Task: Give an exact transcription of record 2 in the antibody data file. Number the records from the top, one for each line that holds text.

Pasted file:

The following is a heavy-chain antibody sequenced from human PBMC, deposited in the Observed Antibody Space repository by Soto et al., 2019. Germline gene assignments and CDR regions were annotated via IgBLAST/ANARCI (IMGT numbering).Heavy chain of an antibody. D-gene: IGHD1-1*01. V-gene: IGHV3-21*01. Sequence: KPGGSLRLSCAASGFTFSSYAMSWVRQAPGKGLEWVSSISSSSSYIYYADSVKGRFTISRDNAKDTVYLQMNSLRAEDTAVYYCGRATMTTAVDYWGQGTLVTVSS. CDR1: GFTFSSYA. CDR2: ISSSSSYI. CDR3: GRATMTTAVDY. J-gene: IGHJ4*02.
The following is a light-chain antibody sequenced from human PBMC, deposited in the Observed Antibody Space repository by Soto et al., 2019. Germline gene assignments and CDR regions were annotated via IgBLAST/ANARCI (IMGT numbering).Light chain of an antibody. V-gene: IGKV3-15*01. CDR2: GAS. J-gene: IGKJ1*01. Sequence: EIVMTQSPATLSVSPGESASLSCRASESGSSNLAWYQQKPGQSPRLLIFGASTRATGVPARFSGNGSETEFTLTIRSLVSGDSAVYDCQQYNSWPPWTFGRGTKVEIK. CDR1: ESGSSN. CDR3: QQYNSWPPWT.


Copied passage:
The following is a light-chain antibody sequenced from human PBMC, deposited in the Observed Antibody Space repository by Soto et al., 2019. Germline gene assignments and CDR regions were annotated via IgBLAST/ANARCI (IMGT numbering).Light chain of an antibody. V-gene: IGKV3-15*01. CDR2: GAS. J-gene: IGKJ1*01. Sequence: EIVMTQSPATLSVSPGESASLSCRASESGSSNLAWYQQKPGQSPRLLIFGASTRATGVPARFSGNGSETEFTLTIRSLVSGDSAVYDCQQYNSWPPWTFGRGTKVEIK. CDR1: ESGSSN. CDR3: QQYNSWPPWT.